7 diseases that can start with your gut bacteria
7 Diseases That Can Start With Your Gut Bacteria: Your gut environment, which includes a trillion tiny microorganisms and all kinds of bacteria, is responsible for many things. The most important is the breaking down and digestion of food. However, a disturbed microbiota with an overgrowth of unhealthy intestinal bacteria can lead to all kinds of conditions. It can cause both mild and life-threatening health problems.
Typical symptoms of an unhealthy bowel are bloating, IBS, gas, diarrhea, stomach pain, etc. However, you would be surprised to learn that the following conditions are also closely related to gut bacteria.
Rheumatoid arthritis is an autoimmune disease in which the immune system mainly attacks the joints. In addition, it can also attack the eyes, skin, heart, lungs and blood vessels. Many studies have attempted to examine the relationship between gut health, microbiome, and its effects on RA over the years.
One study shows us that patients with this autoimmune disease are likely to have unhealthy and rare types of bacteria in their gut microbiome. The study shows that when a strain of healthy bacteria was transplanted into the mice with RA, symptoms improved dramatically.
While we need more study and research to determine the relationship between the two, it is clear that gut bacteria play a role in the occurrence of rheumatoid arthritis.
Allergies are probably the most common symptom and a consequence of the overgrowth of harmful intestinal bacteria. Many suffer from allergies and food intolerances, which include reactions such as hives, itchy skin, breathing problems and rashes. One of the theories of modern science, which they call the “hygiene hypothesis”, is that because most children are raised in clean environments today, they are not exposed to much exposure to the strains of bacteria.
This is why the immune system begins to overreact when it finally comes into contact with these microorganisms. That’s a theory. Others – recent research suggests that this may have to do with something much more complicated. It emphasizes the role of the gut microbiome and how it interacts with the microbes found in the environment. Many factors including unhealthy lifestyle, urbanization, exposure to chemicals, prolonged use of antibiotics; They can all have a significant impact on gut microbes.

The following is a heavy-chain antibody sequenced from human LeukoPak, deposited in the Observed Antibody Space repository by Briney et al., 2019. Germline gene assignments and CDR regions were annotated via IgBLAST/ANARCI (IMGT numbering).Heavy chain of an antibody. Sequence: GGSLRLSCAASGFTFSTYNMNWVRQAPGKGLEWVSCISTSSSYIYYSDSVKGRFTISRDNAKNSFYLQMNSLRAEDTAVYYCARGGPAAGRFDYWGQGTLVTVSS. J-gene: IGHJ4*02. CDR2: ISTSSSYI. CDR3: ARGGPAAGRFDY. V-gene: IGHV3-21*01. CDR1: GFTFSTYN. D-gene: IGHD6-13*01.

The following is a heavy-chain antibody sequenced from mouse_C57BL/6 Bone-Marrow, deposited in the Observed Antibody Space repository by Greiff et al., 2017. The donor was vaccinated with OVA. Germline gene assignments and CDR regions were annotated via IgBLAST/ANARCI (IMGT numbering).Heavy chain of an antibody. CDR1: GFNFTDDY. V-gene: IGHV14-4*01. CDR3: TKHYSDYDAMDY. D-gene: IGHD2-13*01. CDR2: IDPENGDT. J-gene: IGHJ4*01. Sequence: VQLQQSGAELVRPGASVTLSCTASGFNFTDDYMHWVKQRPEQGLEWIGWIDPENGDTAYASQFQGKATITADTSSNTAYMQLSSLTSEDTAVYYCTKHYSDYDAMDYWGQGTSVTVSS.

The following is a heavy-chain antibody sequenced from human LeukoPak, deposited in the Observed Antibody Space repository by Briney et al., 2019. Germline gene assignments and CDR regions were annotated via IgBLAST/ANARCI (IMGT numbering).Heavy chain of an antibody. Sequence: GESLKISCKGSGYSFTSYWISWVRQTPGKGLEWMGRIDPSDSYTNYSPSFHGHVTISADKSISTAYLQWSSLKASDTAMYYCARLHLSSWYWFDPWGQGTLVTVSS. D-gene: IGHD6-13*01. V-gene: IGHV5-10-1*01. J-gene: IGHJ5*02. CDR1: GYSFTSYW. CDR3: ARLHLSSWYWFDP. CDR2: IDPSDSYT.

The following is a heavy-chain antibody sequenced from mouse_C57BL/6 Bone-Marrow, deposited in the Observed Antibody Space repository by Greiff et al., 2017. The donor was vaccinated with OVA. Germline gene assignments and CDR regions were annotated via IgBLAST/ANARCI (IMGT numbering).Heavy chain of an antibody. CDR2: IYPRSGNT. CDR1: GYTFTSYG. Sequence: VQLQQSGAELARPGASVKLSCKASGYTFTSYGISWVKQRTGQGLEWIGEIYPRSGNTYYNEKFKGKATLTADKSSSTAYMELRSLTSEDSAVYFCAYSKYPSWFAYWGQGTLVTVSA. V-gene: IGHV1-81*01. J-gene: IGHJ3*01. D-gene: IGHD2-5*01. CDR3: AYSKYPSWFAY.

Medical science regards obesity as a “metabolic disease”. Hence, they are studying how the gut microbiome can promote rapid weight gain that leads to obesity. An integral part in this regard is the way the intestines digest food. Some research suggests that some strains of gut bacteria might extract more calories.
Although excess energy is not the cause of obesity, some gastrointestinal bacteria can release hunger signal hormones, causing a person to eat much more than necessary. With this in mind, gut bacteria invariably play a crucial role in how your body stores energy and fat and relieves hunger.
It is abundantly clear the impact gut health and the unhealthy gut environment can have on all aspects of your health. Researchers are also finding evidence that the gut microbiome may cause an altered / confused immune response.
Multiple sclerosis, an autoimmune disease, causes symptoms like fatigue, tremors, fatigue, and countless other problems. These symptoms are the result of an immune system attack on a coating on the neurons.
According to this study, people with MS have two bacteria in common. These bacteria cause a change in healthy blood that leads to the development of an autoimmune reaction.
Inflammatory bowel disease
Ulcerative colitis and Crohn’s disease are the two most common IBD (Inflammatory Bowel Disease). They can cause serious problems for patients. Chronic inflammation of the digestive tract can cause painful flare-ups that can be bothersome and sometimes life-threatening.
Although it is difficult to pinpoint the origin of the disease, more researchers are finding that patients with IBD play a microbial factor. The composition of the bacteria in your intestines varies.
Certain gut bacteria can promote inflammation.
Treatments for IBD include a fecal transplant, which is where the bacteria are transplanted into the patient from the fecal matter of a healthy person. However, so far it has only been useful for C. difficile and not so much for IBD.
Heart disease is a collective term for all types of cardiovascular diseases. These diseases occur when the arteries become blocked or hardened by calcium or plaque. They can also be due to narrowing due to chronic inflammation. As a result, a person may have a stroke or a heart attack.
A growing body of evidence is focused on how the microbiome affects heart disease. It appears that certain bacteria can alter or hinder the body’s ability to manage and store cholesterol.
There is no shortage of scientific data relating to mental disorders with imbalanced gut microbiota. Certain gut bacteria produce some type of chemical (neurotransmitter) that pass through the nervous system and exchange signals. An unhealthy gut can alter brain signals and lead to anxiety, depression, and all kinds of mood and psychological problems.
If you’ve had any of these problems for a long time but the reason is still unclear, there is a good chance the cause is somewhere in your gut microbiome. Working with a colon specialist or doctor can help you.
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